Neuroscience and Meditation.

We are shaped by our thoughts; we become what we think. When the mind is pure, joy follows like a shadow that never leaves.

Buddha

Havard neuroscientists interested in meditation have reported that brain structures change after eight weeks of meditation. Their research has shown that meditation and mindfulness training can cause neuroplastic (it refers to changes in neural pathways and synapses) changes to the gray matter of our brain.

“Although the practice of meditation is associated with a sense of peacefulness and physical relaxation, practitioners have long claimed that meditation also provides cognitive and psychological benefits that persist throughout the day.” — Sara Lazar, The study’s senior author.

To test this idea, the neuroscientists enrolled 16 people in an eight-week mindfulness-based stress reduction course (body scan, yoga, and resting meditation). The meditation group participants spent an average of 27 minutes a day practising some form of mindfulness.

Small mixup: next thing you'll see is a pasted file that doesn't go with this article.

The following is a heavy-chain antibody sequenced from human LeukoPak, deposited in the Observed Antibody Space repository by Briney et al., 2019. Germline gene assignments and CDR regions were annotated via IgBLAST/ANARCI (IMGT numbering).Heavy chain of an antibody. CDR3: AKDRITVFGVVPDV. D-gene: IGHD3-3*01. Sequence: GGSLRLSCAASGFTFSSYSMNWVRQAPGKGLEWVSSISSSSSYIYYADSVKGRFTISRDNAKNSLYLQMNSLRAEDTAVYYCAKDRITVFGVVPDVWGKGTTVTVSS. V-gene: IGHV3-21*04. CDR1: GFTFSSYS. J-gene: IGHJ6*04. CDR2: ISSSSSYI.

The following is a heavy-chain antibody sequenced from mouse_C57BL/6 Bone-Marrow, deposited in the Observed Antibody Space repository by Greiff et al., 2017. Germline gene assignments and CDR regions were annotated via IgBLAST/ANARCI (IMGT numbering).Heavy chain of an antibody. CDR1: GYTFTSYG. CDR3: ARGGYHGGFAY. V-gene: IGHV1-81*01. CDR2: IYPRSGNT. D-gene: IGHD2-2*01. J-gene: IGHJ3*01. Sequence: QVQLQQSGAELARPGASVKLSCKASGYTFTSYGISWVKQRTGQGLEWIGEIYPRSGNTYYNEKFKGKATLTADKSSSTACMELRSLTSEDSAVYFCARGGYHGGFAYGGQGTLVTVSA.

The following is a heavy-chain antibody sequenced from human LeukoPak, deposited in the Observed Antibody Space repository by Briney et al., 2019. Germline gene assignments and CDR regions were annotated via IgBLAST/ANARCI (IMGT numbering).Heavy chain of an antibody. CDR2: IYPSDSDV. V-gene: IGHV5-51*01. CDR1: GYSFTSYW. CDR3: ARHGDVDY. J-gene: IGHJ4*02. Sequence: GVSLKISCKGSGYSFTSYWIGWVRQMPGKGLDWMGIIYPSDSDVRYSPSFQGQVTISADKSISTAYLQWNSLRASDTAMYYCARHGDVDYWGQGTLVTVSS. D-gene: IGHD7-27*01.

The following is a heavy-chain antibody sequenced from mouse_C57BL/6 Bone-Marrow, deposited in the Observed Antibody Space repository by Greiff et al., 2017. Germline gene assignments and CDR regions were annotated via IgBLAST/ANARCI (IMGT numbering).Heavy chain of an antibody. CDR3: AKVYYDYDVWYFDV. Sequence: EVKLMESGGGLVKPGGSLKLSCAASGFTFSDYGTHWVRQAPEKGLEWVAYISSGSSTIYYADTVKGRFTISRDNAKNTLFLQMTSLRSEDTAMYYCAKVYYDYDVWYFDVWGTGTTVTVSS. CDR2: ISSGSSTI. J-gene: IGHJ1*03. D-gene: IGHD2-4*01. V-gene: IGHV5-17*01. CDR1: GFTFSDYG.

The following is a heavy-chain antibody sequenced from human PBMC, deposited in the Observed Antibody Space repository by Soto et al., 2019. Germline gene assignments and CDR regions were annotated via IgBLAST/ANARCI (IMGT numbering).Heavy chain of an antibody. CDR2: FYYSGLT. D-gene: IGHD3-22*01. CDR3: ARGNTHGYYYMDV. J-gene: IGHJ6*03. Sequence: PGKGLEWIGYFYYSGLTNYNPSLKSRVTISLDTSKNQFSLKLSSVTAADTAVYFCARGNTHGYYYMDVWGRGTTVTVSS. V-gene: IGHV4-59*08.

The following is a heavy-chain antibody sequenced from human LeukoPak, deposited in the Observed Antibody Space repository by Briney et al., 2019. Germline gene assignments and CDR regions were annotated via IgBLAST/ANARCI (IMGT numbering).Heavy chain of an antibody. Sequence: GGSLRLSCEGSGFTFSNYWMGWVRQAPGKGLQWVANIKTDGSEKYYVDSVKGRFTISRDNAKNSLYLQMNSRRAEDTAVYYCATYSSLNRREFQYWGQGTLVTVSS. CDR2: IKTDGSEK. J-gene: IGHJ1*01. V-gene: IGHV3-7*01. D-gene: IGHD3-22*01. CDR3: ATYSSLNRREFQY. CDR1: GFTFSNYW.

MRI scans were taken before and after this experiment, and a control group of people, who didn’t participate in meditation exercises had their brains scanned too. After completing the mindfulness course, all participants reported significant improvement in measures of mindfulness, such as “acting with awareness”, “being Calm” and “non-judging.”

MRI scans showed that the meditating groups increased their gray matter concentration on the left hippocampus, the posterior cingulate cortex, the temporo-parietal junction, and cerebellum.
This brain regions are the ones regulating memory, learning abilities, cognitive abilities, emotional regulation, sense of self, problem solving and perspective

“It is fascinating to see the brain’s plasticity and that, by practising meditation, we can play an active role in changing the brain and can increase our well-being and quality of life. This study demonstrates that changes in brain structure may underlie some of these reported improvements and that people are not just feeling better because they are spending time relaxing.”- Britta Hölzel, the lead author on the paper.

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Article by: Ariann Aguilar